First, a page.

Monday, January 24, 2022

Banana Palms and Lime Trees in Princeton

There's a house along Lake Drive in Princeton that has a special garden. Soon, the house and garden will be bulldozed and replaced, if history is guide, with sterile lawn and generic house, as the destructive side of prosperity has its way with the landscape. It was an estate sale, and before it changed hands I was invited to help myself to whatever was left in the house's garage and yard.

One of the more surprising finds was a grove of banana palms 10-15 feet high. Each year its loving owner would cut the palms down to the ground and mulch the roots heavily with leaves to protect them from the winter weather. And each spring the banana palms would rise to cast a tropical spell on her garden.

We thought it would be great to dig one up and transplant it to the Barden at Herrontown Woods, but the massive root structures looked intimidating. 

Not surprisingly, by January, they looked like this. Not being familiar with growing bananas in Princeton, I have no idea if the unprotected roots will survive the freezing weather.

Another longterm visitor from another climate is a lime tree that has taken over much of the front office at Tamasi's Shell station on 206. 

It clearly likes the big southwest-facing windows. While we shiver, it blooms,
and bears perfectly usable limes. They usually get a handful of fruit, but last year got 40.

Sunday, January 16, 2022

Witnessing a Cotton Plant

I had lived on earth many years before encountering the leaf of a carrot, or a cucumber, or a radish. Planting my first vegetable garden in high school, each leaf was a revelation. It was during college years when I finally passed by a field of peanuts during an environmental field trip in Georgia and Florida. Even then, we didn't stop to take a closer look. Doesn't seem right to eat so much peanut butter and still not have witnessed a peanut plant, with its curious habit of planting its own seeds.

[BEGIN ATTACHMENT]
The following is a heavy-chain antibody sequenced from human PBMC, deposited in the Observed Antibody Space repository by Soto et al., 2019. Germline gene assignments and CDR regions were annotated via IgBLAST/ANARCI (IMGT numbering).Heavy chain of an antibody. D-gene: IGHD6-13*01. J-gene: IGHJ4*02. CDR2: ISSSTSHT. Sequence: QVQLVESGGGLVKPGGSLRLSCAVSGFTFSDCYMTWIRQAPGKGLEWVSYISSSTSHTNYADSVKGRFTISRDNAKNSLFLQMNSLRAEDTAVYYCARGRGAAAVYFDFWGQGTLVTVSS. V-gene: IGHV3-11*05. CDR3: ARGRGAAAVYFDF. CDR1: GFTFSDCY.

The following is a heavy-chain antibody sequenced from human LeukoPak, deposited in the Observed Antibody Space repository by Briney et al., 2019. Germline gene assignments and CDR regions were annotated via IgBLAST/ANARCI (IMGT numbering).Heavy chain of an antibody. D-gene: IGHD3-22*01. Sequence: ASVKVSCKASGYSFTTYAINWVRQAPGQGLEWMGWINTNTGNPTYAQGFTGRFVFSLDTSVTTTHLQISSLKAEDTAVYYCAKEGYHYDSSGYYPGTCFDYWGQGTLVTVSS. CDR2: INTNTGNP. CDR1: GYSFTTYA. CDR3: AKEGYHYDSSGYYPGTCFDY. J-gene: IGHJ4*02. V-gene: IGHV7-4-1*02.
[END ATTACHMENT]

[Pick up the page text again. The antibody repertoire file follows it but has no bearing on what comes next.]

Many more decades would pass before I witnessed a cotton plant, growing in a friend's garden in Durham this past fall. It had been planted for fun, not for the cotton, but it's impressive how much cotton the plant produced, and how much the cotton on the plant looks like the cotton you buy. 
Before the cotton boll opens up to reveal the cotton, the clasping sheath at the base can be seen to resemble
the capsules of our native rose mallow hibiscus that grows along the shores of Lake Carnegie. The plants are in fact related, both being in the plant family Malvaceae (mal-VEH-cee-ee), along with okra and cacao. Genetic analysis has also put our native basswood trees, Tilia americana, in the Malvaceae family. 

Doing some reading, it was surprising to learn that the two most widely grown species of cotton are native to the Americas (as are peanuts, for that matter). 

The cotton fibers evolved to catch the wind and carry the seed. Our local Hibiscus moscheutos has no such means of dispersal. The seeds are held loosely in the erect, open capsule until they are bumped by a passing animal or shaken by the wind. 

Standing next to the cotton plant in the North Carolina garden was another species native to the Americas: tobacco, also grown on a lark. 
Tobacco is in the nightshade family, Solanaceae, along with tomatoes, potatoes, eggplant, and peppers. Some members of the family that pop up on their own around Princeton are the nightshades, ground cherry, and Jimsonweed.